Rare Gilt Bronze Mantel Clock “The American Indian”, Directoire period
Call +33 1 45 61 44 55
Dubuc Ainé à Paris
Attributed to Jean-Simon Deverberie
Rare Gilt Bronze Mantel Clock
“The American Indian”
Paris, Directoire period, circa 1799
Height 46 cm; width 37 cm; depth 15 cm
A very fine Empire gilt and patinated bronze “Pendule à L’Amérique”, The round enamel dial, signed “ Dubuc Ainé à Paris”, indicates the Roman numeral hours and the Arabic numeral fifteen-minute intervals by means of two gilt bronze hands
. The eight-day going movement, with anchor escapement and silk thread suspension, strikes the hour and half hour on a single bell, with outside count wheel.
The case, attributed to Jean-Simon Deverberie, is surmounted by the seated figure of a half-draped huntress with a bow in her right hand and a quiver of arrows slung across her back, an alligator lying at her feet. The waisted base is mounted with serpent-tied floral garlands and a beaded border; the whole is raised on gilt bronze toupie feet.
Deverberie’s original case design, today preserved in the French Bibliothèque Nationale, is pictured in Tardy, Les Plus Belles Pendules Françaises, 1994, pp. 246-7. An identical clock with case by Deverberie and dial signed Gaulin à Paris is illustrated in Hans Ottomeyer and Peter Pröschel, Vergoldete Bronzen, 1986, p. 381, pl. 5.15.25. An identical case with dial signed Ridel à Paris is illustrated in Elke Niehüser, Die Französische Bronzeuhr, 1997, p. 148, pl. 239. An identical clock with dial signed Thiéry à Paris is shown in Pierre Kjellberg, Encyclopédie de la Pendule Française du Moyen Age au XXe Siècle, 1997, p. 351.
The theme of the noble savage inspired a number of clock cases. The first such model made by Deverberie, with movement by Furet and Godon, was “La Négresse”; it was presented to Marie-Antoinette in 1784. The present clock, made as a pendant to “l’Afrique”, dates from about 1799 and continued in popularity up until about 1815.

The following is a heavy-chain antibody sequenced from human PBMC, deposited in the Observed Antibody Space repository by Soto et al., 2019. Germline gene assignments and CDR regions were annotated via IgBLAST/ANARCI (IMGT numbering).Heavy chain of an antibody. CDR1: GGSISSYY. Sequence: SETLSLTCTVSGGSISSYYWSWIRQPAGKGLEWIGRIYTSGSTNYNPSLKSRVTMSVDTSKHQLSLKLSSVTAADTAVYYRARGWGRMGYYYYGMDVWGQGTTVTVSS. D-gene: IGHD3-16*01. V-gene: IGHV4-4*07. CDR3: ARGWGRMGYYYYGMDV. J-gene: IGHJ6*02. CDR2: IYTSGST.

The case design reflects the vogue for exoticism that prevailed during the eighteenth century and continued into the next century. It was inspired by the notion of the noble savage as treated by such writers as Rousseau, as well as by current events. Among them was the 1767 arrival in Tahiti of French explorer Bougainville, followed by that of Captain Cook in 1769. Accounts of the harmonious life of the South Sea islanders led people to question the shortcomings of European society. The notion of the noble savage inspired some of the greatest literary works of the period, including Daniel Defoe’s Robinson Crusoe (1719), Jonathan Swift’s Gulliver’s Travels (1724), Bernardin de Saint-Pierre’s Paul et Virginie (1787), and Atala (1801) by the Vicomte de Chateaubriand.
Jean-Simon Deverberie (1764-1824) was an extremely successful designer, bronze manufacturer and marchand-mercier. Until 1800 he was recorded in the rue Barbette; four years later he was at Boulevard du Temple and from 1812 until 1824 his business Deverberie & Compagnie was based at rue des Fosses-du-Temple. Deverberie was the most important artists of his time to create a series of bronzes and almost certainly the first to make a clock case celebrating the theme of the “noble savage”.
The Parisian clockmaker Nicolas-Pierre-François Dubuc, known as Dubuc the elder, was active in Paris from the final years of the reign of Louis XVI to the early years of the Empire (see Tardy, Dictionnaire des horlogers français, Paris, 1971, p. 193). Almost certainly the elder brother of the clockmaker Jean-Baptiste-Charles-Gabriel Dubuc (known as Dubuc the younger), he was very successful among important Parisian clock collectors. His workshop was located successively in the rue du Grand-Hurleur, the rue du Grenier-Saint-Lazare and the rue Michel-Lecomte.
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